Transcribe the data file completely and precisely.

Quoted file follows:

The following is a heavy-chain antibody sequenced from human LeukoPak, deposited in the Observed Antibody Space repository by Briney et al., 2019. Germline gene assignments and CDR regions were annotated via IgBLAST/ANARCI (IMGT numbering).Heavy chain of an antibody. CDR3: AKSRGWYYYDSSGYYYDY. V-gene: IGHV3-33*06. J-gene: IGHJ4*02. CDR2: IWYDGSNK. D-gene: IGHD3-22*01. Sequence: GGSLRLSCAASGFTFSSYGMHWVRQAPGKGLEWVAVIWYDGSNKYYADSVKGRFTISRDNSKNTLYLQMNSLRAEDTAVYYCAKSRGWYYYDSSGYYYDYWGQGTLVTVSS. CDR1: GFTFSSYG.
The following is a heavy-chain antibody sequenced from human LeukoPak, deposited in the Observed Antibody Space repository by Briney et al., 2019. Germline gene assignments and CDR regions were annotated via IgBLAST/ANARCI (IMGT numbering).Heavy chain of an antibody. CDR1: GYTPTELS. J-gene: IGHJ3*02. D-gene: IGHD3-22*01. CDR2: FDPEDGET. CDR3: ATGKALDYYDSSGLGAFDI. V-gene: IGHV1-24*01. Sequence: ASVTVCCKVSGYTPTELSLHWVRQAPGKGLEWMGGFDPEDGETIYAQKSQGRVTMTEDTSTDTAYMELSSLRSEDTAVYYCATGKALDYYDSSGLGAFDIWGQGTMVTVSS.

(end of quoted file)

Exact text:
The following is a heavy-chain antibody sequenced from human LeukoPak, deposited in the Observed Antibody Space repository by Briney et al., 2019. Germline gene assignments and CDR regions were annotated via IgBLAST/ANARCI (IMGT numbering).Heavy chain of an antibody. CDR3: AKSRGWYYYDSSGYYYDY. V-gene: IGHV3-33*06. J-gene: IGHJ4*02. CDR2: IWYDGSNK. D-gene: IGHD3-22*01. Sequence: GGSLRLSCAASGFTFSSYGMHWVRQAPGKGLEWVAVIWYDGSNKYYADSVKGRFTISRDNSKNTLYLQMNSLRAEDTAVYYCAKSRGWYYYDSSGYYYDYWGQGTLVTVSS. CDR1: GFTFSSYG.
The following is a heavy-chain antibody sequenced from human LeukoPak, deposited in the Observed Antibody Space repository by Briney et al., 2019. Germline gene assignments and CDR regions were annotated via IgBLAST/ANARCI (IMGT numbering).Heavy chain of an antibody. CDR1: GYTPTELS. J-gene: IGHJ3*02. D-gene: IGHD3-22*01. CDR2: FDPEDGET. CDR3: ATGKALDYYDSSGLGAFDI. V-gene: IGHV1-24*01. Sequence: ASVTVCCKVSGYTPTELSLHWVRQAPGKGLEWMGGFDPEDGETIYAQKSQGRVTMTEDTSTDTAYMELSSLRSEDTAVYYCATGKALDYYDSSGLGAFDIWGQGTMVTVSS.